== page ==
Altidore hailed as America's soccer prodigy
NEW YORK -- With all the praise and attention that have come Jozy Altidore's way in the past year, from TV commercials to video game covers to historic goals, Quavas Kirk knows it's important to bring his former teammate back to reality.
"He's still 'Oatmeal' to me," the Los Angeles Galaxy's third-year midfielder said laughing. "On the streets he's 'Juice'."
The nicknames go back to their time at the U.S. under-17 residency camp in Bradenton, Fla., and how they tried to rattle each other while playing video games.
Teasing each other about their names, Kirk created Oatmeal to mock Altidore, while Ofori Sarkodie tweaked Altidore's formal name, Josmer, to Juice-mer, and eventually just Juice.
It's a reminder that although Altidore is the United States' latest soccer prodigy, he is just a few months past his 18th birthday, a kid being promoted by some as the great American scoring hope.
"He's now considered one of the best American soccer players ever," New York Red Bulls teammate Juan Pablo Angel said. "He's still a kid. He has the ability to play in any league he wants. But he has to establish himself in MLS. Because now people are going to pay attention to him."
With nine goals in 22 games last year, Altidore was eighth among MLS scoring leaders in his first full season in the league, second on the Red Bulls to Angel. He also helped the United States to the quarterfinals of the Under-20 World Cup, scoring four goals to finish fourth among the tournament leaders.
Those accomplishments landed him in a TV commercial for Adidas and on the cover of this year's FIFA 08 video game next to Ronaldinho of FC Barcelona.
Altidore added to his growing reputation when he became the youngest player to score for the U.S. in the modern era when he had a goal in a 2-2 draw with Mexico on Feb. 6. It was his third appearance and first start for the senior U.S. national team.
He also traveled with the U.S. under-23 side to China in December, and next month will likely be critical to the United States' chances of qualifying for the Beijing Olympics.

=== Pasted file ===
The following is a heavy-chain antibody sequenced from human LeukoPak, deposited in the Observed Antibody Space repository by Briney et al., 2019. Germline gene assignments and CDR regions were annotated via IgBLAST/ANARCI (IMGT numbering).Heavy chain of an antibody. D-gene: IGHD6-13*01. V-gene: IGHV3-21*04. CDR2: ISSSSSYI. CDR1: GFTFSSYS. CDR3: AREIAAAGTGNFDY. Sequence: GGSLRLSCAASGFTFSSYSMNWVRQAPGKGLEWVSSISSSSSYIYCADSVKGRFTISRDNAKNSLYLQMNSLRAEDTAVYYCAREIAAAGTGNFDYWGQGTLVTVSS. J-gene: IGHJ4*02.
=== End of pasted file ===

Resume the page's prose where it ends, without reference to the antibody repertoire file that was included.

"He knows his roles on the national teams and on the Red Bulls, and I think he has great potential," Olympic coach Peter Nowak said. "Everyone is different, everyone develops in their own way, but we can have a lot of joy with him on the national teams if he keeps working hard."
At 6-foot-2, 190 pounds, as of last count, Altidore is a big, fast and strong forward, able to run past defenders, one-touch around them or shoulder them off the ball.
Twice last season he earned goal-of-the-week honors in MLS, one of them in a 3-0 Aug. 11 victory over Toronto. It was the finale of a two-goal day, taking an over the shoulder pass from Angel, flicking the ball with his left foot to elude one defender and the goalkeeper and finishing easily with his right into an open net.
"It's been hectic," Altidore said. "Seeing different places every other weekend. I just hope I keep healthy.
"[Teammates] demand of me like they would a 30-year-old veteran, but I still carry all the gear."
While many in the sport are confident Altidore will become America's first truly international soccer star, some believe the youngster has many things to learn, and suggest his biggest challenge could be coping with others' expectations.
"People are anxious to put him on a platform," said Bruce Arena, the former U.S. national team coach and Altidore's coach last season on the Red Bulls. "He needs to get better, in all phases: holding the ball, running off the ball. We all need to appreciate that he's still only 18 years old."
Other would-be U.S. soccer prodigies, most notably Freddy Adu, entered the American professional ranks to great acclaim, but are still looking to achieve the unrealistic expectations set for them.
Adu signed with D.C. United amid much fanfare as a 14-year-old in 2003, publicly feuded with Nowak, his coach, was traded to Real Salt Lake and never earned a regular starting job in MLS. He transferred to Portugal's Benfica last year and has appeared to have found a home.
Altidore was drafted by the Red Bulls as a 16-year-old in 2006, but finished his time at the under-17 residency camp to complete his high school education before joining New York late in the season. He scored in his second league appearance, and hasn't stopped.
"He's a different commodity, that's what makes him interesting," former U.S. national team forward Eric Wynalda said. "There is raw ability. Jozy has all the ingredients to be a terrific soccer player, anywhere."
Altidore's play at the under-20 World Cup in Canada last year reportedly drew the attention of nine-time European club champion Real Madrid.
Neither Madrid, the Red Bulls nor Altidore's agent will confirm any discussions, but last week Altidore said he knew of interest from English club Reading. Red Bulls managing director Marc de Grandpre has said the club has every intention of keeping Altidore in New Jersey.
"He's shown he can contribute in different ways -- from inside and outside the box," U.S. U-20 coach Thomas Rongen said. "That's hard to come by. This next year will be important. Can he continue to make progress [in MLS]? Make a contribution with the Olympic team? That's his next big step. If the answer is yes, a move is imminent."
While everybody else sets lofty career goals for him, Altidore has remained humble while keeping his hopes simple -- like staying healthy.
"I haven't changed. I'm the same kid," Altidore said. "I hold myself more accountable, even though I'm younger than most, I'm expected to be a leader.
"Hopefully I'll play in a World Cup. The Olympics, I'd like to play in that. It's a dream to test my luck in the best leagues in the world. But I'm happy where I am. I'm with a team that cares, and is committed."